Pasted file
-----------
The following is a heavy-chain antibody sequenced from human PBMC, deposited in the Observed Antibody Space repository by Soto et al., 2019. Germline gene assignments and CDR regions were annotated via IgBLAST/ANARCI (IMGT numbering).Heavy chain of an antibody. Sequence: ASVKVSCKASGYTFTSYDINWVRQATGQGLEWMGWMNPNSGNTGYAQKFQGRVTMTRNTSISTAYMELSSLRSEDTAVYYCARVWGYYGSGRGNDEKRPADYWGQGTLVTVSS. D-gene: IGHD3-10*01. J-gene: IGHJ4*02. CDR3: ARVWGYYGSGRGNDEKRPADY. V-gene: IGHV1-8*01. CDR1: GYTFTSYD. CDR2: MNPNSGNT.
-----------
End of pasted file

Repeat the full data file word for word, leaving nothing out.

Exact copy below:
The following is a heavy-chain antibody sequenced from human PBMC, deposited in the Observed Antibody Space repository by Soto et al., 2019. Germline gene assignments and CDR regions were annotated via IgBLAST/ANARCI (IMGT numbering).Heavy chain of an antibody. Sequence: ASVKVSCKASGYTFTSYDINWVRQATGQGLEWMGWMNPNSGNTGYAQKFQGRVTMTRNTSISTAYMELSSLRSEDTAVYYCARVWGYYGSGRGNDEKRPADYWGQGTLVTVSS. D-gene: IGHD3-10*01. J-gene: IGHJ4*02. CDR3: ARVWGYYGSGRGNDEKRPADY. V-gene: IGHV1-8*01. CDR1: GYTFTSYD. CDR2: MNPNSGNT.